I often receive emails from people asking me questions about their Texas contracts. I always respond that I'm not an attorney and they should consult with one if they have concerns, but I'll always give my opinion on the situation to help. Yesterday, I received an email from a lady asking about the Option Period. In the Texas real estate contracts, paragraph 23 talks about a Termination Option. I discussed in detail about the Option Period in this post, but I'll go over some things again.
Paragraph 23 gives the buyer an unrestricted right to terminate the contract, if they purchased the right to terminate.Yes, in Texas, a buyer has to purchase the right to terminate a contract during a negotiated amount of time, usually something like 5-10 days for a nominal fee of about $100-200. Everything in a Texas real estate contract is negotiable. If a buyer terminates the contract for any reason during this time, the earnest money goes back to the buyer. In order to have this period of time, that means you have a legally binding contract that is executed. It has signatures and dates, and is the agreement between buyer and seller to transfer the property with good funds.
The question I received yesterday is summarized as, "If a buyer tries to modify the contract with an amendment during the Option Period, and I don't agree to the amendment, is the contract automatically void?" The answer is NO. You have an executed contract. Just because one party tried to change the contract doesn't negate what you already have in effect. If both parties agreed to the amendment, then you have an amended contract. If both parties don't agree to the amendment, you still have your base contract in tact.
If the buyer is unhappy with the seller's response, then the ball is in the buyer's court to either terminate or move forward. Just because an amendment is attempted doesn't mean the contract is automatically void or termianted. This statement holds true whether you're in the Option Period or not.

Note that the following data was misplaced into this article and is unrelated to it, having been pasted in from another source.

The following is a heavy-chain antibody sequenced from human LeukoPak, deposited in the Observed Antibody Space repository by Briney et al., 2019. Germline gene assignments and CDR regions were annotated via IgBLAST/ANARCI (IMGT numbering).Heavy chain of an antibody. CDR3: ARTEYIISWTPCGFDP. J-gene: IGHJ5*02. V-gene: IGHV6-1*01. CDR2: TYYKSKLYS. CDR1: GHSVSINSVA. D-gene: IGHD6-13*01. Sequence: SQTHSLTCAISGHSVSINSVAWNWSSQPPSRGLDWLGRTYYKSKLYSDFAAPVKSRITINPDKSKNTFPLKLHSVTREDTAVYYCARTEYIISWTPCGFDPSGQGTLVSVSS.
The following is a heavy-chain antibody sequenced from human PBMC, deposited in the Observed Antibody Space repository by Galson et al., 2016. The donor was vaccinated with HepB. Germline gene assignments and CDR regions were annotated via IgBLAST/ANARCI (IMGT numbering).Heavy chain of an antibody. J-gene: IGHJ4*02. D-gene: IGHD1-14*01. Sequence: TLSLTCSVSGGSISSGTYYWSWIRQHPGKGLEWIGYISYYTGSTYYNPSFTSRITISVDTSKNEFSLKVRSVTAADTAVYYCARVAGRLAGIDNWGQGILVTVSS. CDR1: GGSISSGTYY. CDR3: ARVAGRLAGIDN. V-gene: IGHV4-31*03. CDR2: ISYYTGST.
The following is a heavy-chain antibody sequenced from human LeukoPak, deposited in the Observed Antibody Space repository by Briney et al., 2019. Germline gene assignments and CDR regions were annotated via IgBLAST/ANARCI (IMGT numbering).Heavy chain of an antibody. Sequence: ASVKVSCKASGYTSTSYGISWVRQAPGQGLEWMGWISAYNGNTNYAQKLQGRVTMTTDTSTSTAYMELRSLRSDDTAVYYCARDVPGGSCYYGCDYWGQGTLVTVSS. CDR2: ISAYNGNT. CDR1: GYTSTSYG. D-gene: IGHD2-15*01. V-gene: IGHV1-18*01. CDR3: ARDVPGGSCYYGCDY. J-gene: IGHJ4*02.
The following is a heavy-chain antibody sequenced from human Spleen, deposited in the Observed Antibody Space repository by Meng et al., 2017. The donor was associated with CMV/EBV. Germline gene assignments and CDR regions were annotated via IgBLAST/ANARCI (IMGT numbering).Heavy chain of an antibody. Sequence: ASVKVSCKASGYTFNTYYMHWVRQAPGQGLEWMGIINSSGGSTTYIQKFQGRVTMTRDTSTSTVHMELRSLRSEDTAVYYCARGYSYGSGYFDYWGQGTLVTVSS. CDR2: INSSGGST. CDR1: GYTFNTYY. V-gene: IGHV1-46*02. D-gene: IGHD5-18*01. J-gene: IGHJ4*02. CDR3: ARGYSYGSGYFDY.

An email cannot terminate a contract. You need to fill out the proper form. There is a specific form to terminate within the Option Period. It doesn't even require the seller's signature. Only the buyer has to sign and date it and submit it before the deadline. If it's within the Option Period, the earnest money is automatically reverted to the buyer. The Release of Earnest Money addendum doesn't even need to be used because the contract already stipulates what happens.
Again, I'm not an attorney. I've only been selling real estate for 12+ years (as of January 2013), but the above is from my understanding of paragraph 23 and I've taken many classes that deal with the topic.
If you have questions about your Texas Real Estate contract, please ask your agent. If your agent's answer isn't good enough for you, you need to contact an attorney for a legal response. Realtors cannot practice law, unless they also hold a bar card.
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Copyright© 2013 By Donna Harris, All Rights Reserved. You may re-blog with links back to this post.
*Does the Texas Real Estate Contract Void if an Amendment is Attempted?* was first published on donnahomesblog.com.